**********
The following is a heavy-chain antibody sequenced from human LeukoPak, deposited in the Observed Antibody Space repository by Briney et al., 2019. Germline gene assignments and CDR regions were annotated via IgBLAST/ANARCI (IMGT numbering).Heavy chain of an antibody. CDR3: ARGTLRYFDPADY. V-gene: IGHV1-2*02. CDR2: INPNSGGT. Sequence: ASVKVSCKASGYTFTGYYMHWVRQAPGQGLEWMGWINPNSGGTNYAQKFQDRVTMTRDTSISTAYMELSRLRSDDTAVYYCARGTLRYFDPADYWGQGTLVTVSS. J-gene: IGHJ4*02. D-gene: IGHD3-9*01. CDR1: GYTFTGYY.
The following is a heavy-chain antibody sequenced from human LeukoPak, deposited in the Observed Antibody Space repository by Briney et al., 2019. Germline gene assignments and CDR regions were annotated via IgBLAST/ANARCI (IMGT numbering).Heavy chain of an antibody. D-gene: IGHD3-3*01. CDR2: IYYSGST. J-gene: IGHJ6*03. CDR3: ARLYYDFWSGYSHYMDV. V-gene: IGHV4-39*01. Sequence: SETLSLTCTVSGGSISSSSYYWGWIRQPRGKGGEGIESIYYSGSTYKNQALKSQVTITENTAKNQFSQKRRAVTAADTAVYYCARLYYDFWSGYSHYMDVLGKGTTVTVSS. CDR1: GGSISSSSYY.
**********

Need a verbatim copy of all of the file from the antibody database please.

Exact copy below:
The following is a heavy-chain antibody sequenced from human LeukoPak, deposited in the Observed Antibody Space repository by Briney et al., 2019. Germline gene assignments and CDR regions were annotated via IgBLAST/ANARCI (IMGT numbering).Heavy chain of an antibody. CDR3: ARGTLRYFDPADY. V-gene: IGHV1-2*02. CDR2: INPNSGGT. Sequence: ASVKVSCKASGYTFTGYYMHWVRQAPGQGLEWMGWINPNSGGTNYAQKFQDRVTMTRDTSISTAYMELSRLRSDDTAVYYCARGTLRYFDPADYWGQGTLVTVSS. J-gene: IGHJ4*02. D-gene: IGHD3-9*01. CDR1: GYTFTGYY.
The following is a heavy-chain antibody sequenced from human LeukoPak, deposited in the Observed Antibody Space repository by Briney et al., 2019. Germline gene assignments and CDR regions were annotated via IgBLAST/ANARCI (IMGT numbering).Heavy chain of an antibody. D-gene: IGHD3-3*01. CDR2: IYYSGST. J-gene: IGHJ6*03. CDR3: ARLYYDFWSGYSHYMDV. V-gene: IGHV4-39*01. Sequence: SETLSLTCTVSGGSISSSSYYWGWIRQPRGKGGEGIESIYYSGSTYKNQALKSQVTITENTAKNQFSQKRRAVTAADTAVYYCARLYYDFWSGYSHYMDVLGKGTTVTVSS. CDR1: GGSISSSSYY.